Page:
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The Pan

I remember thinking to myself, “I will never use the toilet again by myself for as long as I live.”  There I was, seven months into my yearlong stand in the hospital. I was well enough to be awake, and get out of bed, but not well enough to go to the bathroom on my own. Since I was still excreting so much bile a day, I was constantly calling the nurses. I was using the bathroom so many times that the nurses decided that it would be easier if I used a bed pan every time I had to go to the bathroom.

Constant urgency to use the bathroom

Morally, it was terrible. I know that I was weak and my muscles in my butt were not strong. I was twenty-one years old, and I was upset. I was embarrassed and hurt. Emotionally, it took a toll. It was just another thing that I had to get used to. I wasn’t ready to do this nasty task. I wasn’t ready at all.

My urgency to use the bathroom wasn’t too bad, but every time I would have to go to the bathroom, it would be a process to get out of bed to the bathroom or the commode.

Using a bedpan while in the hospital for Crohn’s

The bedpan was not appeasing. A piece of cheap plastic in the shape that seemingly fits around my buttocks. In order to get the pan under me, I had to lift my body in the air and sit on top of the pan. The pan would actually pinch my skin and cause such irritation. Once I got the pan underneath me and went to the bathroom, I would have to take my other hand to grab the roll of toilet paper. I would have to position my body up in the air again to clean myself. I then had to balance my body even more to grab the pan and place the soiled paper into the pan.

I then would sit back down into the bed would get dirty because I wasn’t able to really clean myself. Then I would push the button to call the nurse to clean out the pan. The process would start all over again.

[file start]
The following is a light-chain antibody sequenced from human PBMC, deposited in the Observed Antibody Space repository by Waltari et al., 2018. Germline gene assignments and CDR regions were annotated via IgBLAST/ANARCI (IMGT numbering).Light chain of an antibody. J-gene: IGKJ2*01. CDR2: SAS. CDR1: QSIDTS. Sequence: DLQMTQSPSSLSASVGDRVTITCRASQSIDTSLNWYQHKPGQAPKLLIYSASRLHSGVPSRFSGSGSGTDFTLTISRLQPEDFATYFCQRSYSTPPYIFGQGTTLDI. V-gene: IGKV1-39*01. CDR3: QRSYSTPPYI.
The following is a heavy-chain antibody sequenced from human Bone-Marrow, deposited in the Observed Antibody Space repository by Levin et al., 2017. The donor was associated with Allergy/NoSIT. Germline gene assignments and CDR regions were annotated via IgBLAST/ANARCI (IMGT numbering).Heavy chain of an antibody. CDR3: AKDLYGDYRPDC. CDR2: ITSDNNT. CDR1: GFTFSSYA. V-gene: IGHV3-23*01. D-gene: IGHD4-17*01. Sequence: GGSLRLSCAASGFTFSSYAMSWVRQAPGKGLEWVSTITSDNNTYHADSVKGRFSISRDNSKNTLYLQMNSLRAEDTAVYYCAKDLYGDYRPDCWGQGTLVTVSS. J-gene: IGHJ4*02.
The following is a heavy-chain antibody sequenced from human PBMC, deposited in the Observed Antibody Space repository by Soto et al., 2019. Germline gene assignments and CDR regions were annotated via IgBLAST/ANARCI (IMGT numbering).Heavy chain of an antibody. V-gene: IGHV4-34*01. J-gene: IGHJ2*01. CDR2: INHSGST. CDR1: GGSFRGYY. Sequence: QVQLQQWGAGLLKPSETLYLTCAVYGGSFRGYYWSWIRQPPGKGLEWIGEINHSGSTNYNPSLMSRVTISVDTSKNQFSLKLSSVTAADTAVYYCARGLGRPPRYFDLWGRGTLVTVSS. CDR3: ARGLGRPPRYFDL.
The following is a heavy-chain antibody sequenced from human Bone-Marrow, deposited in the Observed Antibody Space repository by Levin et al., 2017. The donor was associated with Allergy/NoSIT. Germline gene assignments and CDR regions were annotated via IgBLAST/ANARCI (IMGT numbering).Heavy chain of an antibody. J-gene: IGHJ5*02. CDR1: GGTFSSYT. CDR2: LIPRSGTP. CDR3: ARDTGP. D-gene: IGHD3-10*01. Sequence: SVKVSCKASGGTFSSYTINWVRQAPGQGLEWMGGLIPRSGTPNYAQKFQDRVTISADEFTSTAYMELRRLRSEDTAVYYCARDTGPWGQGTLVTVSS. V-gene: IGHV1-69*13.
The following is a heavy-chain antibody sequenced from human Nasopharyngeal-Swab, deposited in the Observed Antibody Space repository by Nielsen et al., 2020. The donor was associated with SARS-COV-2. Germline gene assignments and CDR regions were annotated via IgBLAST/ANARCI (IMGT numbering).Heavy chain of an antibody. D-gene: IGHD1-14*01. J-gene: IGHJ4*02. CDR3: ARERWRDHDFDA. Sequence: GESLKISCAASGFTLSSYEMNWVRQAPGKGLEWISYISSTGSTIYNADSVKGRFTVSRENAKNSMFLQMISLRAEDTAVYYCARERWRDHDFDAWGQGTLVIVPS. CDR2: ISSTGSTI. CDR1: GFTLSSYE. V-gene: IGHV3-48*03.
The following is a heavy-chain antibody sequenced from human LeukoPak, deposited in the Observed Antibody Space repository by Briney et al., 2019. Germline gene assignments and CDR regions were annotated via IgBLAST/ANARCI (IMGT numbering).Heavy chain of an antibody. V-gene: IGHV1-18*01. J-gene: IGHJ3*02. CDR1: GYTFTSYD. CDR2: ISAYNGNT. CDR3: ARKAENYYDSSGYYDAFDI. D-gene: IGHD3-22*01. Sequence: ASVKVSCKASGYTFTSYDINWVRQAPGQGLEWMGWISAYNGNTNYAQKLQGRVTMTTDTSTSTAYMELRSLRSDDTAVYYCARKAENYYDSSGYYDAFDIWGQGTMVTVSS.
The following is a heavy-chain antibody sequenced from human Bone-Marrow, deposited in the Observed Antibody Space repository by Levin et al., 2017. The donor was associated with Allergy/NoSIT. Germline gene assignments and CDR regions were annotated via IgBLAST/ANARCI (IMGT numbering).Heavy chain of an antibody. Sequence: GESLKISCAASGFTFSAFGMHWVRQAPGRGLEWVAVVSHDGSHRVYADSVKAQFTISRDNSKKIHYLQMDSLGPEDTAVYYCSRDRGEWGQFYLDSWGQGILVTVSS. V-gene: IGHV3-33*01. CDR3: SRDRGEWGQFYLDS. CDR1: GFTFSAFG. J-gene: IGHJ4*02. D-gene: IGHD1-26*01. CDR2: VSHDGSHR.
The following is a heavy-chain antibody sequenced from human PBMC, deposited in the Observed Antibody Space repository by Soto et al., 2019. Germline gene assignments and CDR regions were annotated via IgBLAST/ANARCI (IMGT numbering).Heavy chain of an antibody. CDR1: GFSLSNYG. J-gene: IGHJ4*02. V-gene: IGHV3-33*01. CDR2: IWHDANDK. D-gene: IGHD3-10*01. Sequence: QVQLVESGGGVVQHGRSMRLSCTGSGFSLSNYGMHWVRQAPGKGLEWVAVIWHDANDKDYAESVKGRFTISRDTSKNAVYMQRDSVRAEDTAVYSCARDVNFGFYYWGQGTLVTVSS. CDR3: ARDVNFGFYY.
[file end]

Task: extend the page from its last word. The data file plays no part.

I would use the pan a few times a night. To keep myself even cleaner, the nurses would place a pad underneath me and just change it out every time I used the bathroom.

Memories of this horrible experience

This went on for a few months. Just like riding a bike, I got really good at it. Oh, let me just add that I would use hand sanitizer to clean my hands. I was able to grow out of using the bedpan, but the memories still are real. Every time I see one, I cringe, as the memories come back oh so quickly. Going even further, if I am cleaning myself in the shower, I swear there is an imprint of the pan on my backside. It might be there, or it’s just my imagination. Whatever it is, the feeling serves as a distant memory of the horrible experience I encountered.

This article represents the opinions, thoughts, and experiences of the author; none of this content has been paid for by any advertiser. The team does not recommend or endorse any products or treatments discussed herein. Learn more about how we maintain editorial integrity here.


  • Matt Nagin moderator
    1 month ago


    I’m so sorry you had to go through this. However, you were able to overcome it and remain positive which is admirable. I have my own share of horrible hospital stories that make me cringe to think about.

  • Sahara Fleetwood-Beresford
    1 month ago

    It’s weird what you block out of your memory… It’s something I hadn’t thought about for a long time!
    Plus, having to defecate (quite loudly may I add) on a ward with other people in it, with only a flimsy curtain for privacy was mortifying!

    – Sahara (team member)

  • Julie Marie Palumbo moderator
    2 months ago

    You are a TRUE Warrior, Paul! Having PTSD from such circumstances is totally normal and understandable, but I am happy to hear that you have arrive on the other side of it and can share your story with others to prove that no one is alone in going through this.

    I hope you are doing better these days, and hopefully the worst is all behind you.

    –Julie (Team Member)

  • thedancingcrohnie moderator
    2 months ago

    I cannot imagine having to do this for as long as you did. You are such a fighter and you have the best attitude. I’m just so glad you are doing so much better these days. Cheers to you and all your strength!

    Always dancing,
    Elizabeth (team member)

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